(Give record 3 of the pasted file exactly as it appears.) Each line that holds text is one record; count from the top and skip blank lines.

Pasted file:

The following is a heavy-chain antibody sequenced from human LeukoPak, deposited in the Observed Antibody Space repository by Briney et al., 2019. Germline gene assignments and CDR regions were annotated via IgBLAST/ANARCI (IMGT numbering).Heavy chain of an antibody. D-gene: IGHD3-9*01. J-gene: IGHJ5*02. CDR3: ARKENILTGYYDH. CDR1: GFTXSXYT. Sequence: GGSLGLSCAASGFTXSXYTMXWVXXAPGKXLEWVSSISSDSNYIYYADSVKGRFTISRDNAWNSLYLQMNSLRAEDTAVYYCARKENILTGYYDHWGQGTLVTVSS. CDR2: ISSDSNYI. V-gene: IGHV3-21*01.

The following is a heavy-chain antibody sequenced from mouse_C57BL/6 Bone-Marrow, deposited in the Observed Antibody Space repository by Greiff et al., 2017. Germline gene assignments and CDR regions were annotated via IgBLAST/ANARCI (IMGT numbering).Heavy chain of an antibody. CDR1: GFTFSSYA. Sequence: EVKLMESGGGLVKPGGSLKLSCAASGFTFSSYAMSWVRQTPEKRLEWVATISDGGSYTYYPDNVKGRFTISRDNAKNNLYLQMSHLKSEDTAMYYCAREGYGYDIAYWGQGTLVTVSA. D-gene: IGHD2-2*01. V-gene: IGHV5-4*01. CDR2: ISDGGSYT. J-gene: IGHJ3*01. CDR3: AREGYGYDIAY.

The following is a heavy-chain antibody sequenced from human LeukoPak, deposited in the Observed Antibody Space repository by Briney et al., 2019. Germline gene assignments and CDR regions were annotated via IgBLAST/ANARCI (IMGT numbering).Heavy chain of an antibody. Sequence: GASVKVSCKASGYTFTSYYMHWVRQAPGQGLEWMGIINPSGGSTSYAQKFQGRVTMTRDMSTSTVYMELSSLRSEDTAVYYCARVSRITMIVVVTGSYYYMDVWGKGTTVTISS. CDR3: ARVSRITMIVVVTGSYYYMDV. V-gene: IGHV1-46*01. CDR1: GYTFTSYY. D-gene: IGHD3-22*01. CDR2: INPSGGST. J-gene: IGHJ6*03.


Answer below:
The following is a heavy-chain antibody sequenced from human LeukoPak, deposited in the Observed Antibody Space repository by Briney et al., 2019. Germline gene assignments and CDR regions were annotated via IgBLAST/ANARCI (IMGT numbering).Heavy chain of an antibody. Sequence: GASVKVSCKASGYTFTSYYMHWVRQAPGQGLEWMGIINPSGGSTSYAQKFQGRVTMTRDMSTSTVYMELSSLRSEDTAVYYCARVSRITMIVVVTGSYYYMDVWGKGTTVTISS. CDR3: ARVSRITMIVVVTGSYYYMDV. V-gene: IGHV1-46*01. CDR1: GYTFTSYY. D-gene: IGHD3-22*01. CDR2: INPSGGST. J-gene: IGHJ6*03.